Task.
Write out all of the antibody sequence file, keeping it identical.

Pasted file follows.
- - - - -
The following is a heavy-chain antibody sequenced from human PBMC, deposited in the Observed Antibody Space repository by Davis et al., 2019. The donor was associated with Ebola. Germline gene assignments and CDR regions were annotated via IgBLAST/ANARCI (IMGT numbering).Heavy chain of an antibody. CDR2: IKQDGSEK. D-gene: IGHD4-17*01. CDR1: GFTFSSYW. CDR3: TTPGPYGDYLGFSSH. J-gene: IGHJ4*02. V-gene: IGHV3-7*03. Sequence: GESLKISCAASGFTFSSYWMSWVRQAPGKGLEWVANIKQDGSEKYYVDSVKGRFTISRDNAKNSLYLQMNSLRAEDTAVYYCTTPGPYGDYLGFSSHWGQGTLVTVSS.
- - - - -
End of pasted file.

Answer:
The following is a heavy-chain antibody sequenced from human PBMC, deposited in the Observed Antibody Space repository by Davis et al., 2019. The donor was associated with Ebola. Germline gene assignments and CDR regions were annotated via IgBLAST/ANARCI (IMGT numbering).Heavy chain of an antibody. CDR2: IKQDGSEK. D-gene: IGHD4-17*01. CDR1: GFTFSSYW. CDR3: TTPGPYGDYLGFSSH. J-gene: IGHJ4*02. V-gene: IGHV3-7*03. Sequence: GESLKISCAASGFTFSSYWMSWVRQAPGKGLEWVANIKQDGSEKYYVDSVKGRFTISRDNAKNSLYLQMNSLRAEDTAVYYCTTPGPYGDYLGFSSHWGQGTLVTVSS.